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Unformatted text preview: Light Bulb Problems Light bulb problems have become extremely common on many standardized tests. For the most part, these problems can be solved like any other resistive circuit problem, treating the light bulbs as resistors. Usually, the problems involve multiple identical bulbs, so you can pretend they are all 1-ohm resistors to simplify things. For identical bulbs, the one having the highest voltage or highest current will be brightest. The circuit below contains four identical light bulbs labeled A, B, C, and D. Which one will be brightest? Pretend every bulb is 1 Ω . At this point, you’re probably familiar enough with Kirchhoff’s Voltage Law that you don’t even need to draw the current loops. Starting from the lower left corner, the first equation is -10+I ₁ +(I ₁ +I ₂ )=0 . Then from the lower right, the second equation is I ₂ +I ₂ +(I ₁ +I ₂ )=0 . Simplifying, the equations become 2I ₁ +I ₂ =10 and I ₁ +3I ₂ =0 . You should be able to solve these to get...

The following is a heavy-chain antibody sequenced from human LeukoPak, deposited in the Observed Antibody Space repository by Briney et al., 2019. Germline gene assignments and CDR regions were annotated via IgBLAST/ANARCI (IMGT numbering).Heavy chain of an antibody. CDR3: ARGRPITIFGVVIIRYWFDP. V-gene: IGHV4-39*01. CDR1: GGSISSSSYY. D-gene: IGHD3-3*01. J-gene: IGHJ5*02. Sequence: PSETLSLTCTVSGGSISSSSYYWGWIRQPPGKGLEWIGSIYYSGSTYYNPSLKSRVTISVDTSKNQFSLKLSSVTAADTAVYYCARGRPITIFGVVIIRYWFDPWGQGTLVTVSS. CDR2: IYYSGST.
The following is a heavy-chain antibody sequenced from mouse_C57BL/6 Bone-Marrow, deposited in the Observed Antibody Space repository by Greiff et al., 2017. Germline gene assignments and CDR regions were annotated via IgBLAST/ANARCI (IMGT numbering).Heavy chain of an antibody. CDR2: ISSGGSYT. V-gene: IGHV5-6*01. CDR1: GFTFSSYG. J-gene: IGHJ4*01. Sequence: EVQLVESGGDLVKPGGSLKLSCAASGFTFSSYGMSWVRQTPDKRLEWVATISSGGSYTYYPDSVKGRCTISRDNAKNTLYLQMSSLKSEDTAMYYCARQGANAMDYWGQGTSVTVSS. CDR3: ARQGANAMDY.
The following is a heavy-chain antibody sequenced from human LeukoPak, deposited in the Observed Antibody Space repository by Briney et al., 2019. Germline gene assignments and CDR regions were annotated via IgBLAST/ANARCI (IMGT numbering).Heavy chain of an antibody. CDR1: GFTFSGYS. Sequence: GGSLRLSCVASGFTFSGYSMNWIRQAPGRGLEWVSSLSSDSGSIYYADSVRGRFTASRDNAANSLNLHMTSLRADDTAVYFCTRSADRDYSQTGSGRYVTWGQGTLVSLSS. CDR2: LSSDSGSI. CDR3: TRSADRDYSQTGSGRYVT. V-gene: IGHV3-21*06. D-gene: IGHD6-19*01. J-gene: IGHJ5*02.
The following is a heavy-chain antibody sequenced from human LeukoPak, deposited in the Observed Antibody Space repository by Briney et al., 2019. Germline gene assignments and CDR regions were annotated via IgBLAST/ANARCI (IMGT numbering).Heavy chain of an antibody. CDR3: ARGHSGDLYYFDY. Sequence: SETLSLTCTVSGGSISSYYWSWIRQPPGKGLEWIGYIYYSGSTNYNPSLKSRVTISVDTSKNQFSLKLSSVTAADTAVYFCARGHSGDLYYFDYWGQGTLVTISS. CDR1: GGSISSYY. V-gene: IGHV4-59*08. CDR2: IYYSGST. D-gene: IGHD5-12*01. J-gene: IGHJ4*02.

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This note was uploaded on 04/05/2012 for the course PHYS 131 taught by Professor Tibbets during the Spring '11 term at Cuyamaca College.
- Spring '11